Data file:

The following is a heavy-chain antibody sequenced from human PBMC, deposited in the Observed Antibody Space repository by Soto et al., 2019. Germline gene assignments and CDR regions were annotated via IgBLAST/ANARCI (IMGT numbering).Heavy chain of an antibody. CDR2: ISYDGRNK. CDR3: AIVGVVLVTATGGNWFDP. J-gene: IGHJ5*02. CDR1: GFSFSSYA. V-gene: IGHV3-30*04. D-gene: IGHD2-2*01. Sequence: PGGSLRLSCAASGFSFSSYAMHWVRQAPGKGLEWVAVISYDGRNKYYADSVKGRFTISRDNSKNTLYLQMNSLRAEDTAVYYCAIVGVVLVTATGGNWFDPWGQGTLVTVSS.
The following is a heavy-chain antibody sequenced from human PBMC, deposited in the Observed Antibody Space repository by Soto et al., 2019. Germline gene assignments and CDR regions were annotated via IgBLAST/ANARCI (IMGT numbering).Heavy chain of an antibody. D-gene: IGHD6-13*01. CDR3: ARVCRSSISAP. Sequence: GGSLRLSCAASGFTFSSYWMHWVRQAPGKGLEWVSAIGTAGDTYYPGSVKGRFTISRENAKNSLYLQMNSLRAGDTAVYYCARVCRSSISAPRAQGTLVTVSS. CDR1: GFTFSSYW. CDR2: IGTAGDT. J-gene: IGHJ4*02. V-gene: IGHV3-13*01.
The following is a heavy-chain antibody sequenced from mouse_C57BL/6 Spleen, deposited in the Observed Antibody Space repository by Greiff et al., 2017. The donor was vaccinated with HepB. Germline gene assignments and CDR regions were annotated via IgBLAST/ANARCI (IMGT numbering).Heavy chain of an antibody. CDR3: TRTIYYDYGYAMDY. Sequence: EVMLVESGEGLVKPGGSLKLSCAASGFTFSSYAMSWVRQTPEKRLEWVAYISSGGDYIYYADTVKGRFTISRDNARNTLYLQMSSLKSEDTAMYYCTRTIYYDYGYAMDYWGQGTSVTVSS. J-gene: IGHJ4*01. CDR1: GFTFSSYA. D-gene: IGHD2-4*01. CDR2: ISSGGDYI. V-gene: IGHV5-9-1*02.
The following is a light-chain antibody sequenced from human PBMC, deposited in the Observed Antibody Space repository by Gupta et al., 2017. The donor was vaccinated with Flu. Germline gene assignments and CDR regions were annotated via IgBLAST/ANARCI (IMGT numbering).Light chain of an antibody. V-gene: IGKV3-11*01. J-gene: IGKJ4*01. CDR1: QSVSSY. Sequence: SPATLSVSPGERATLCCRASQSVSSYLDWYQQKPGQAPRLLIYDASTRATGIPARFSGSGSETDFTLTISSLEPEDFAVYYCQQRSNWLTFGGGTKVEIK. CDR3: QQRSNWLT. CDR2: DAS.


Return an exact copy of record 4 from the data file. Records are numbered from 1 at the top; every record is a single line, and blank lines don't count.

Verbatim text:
The following is a light-chain antibody sequenced from human PBMC, deposited in the Observed Antibody Space repository by Gupta et al., 2017. The donor was vaccinated with Flu. Germline gene assignments and CDR regions were annotated via IgBLAST/ANARCI (IMGT numbering).Light chain of an antibody. V-gene: IGKV3-11*01. J-gene: IGKJ4*01. CDR1: QSVSSY. Sequence: SPATLSVSPGERATLCCRASQSVSSYLDWYQQKPGQAPRLLIYDASTRATGIPARFSGSGSETDFTLTISSLEPEDFAVYYCQQRSNWLTFGGGTKVEIK. CDR3: QQRSNWLT. CDR2: DAS.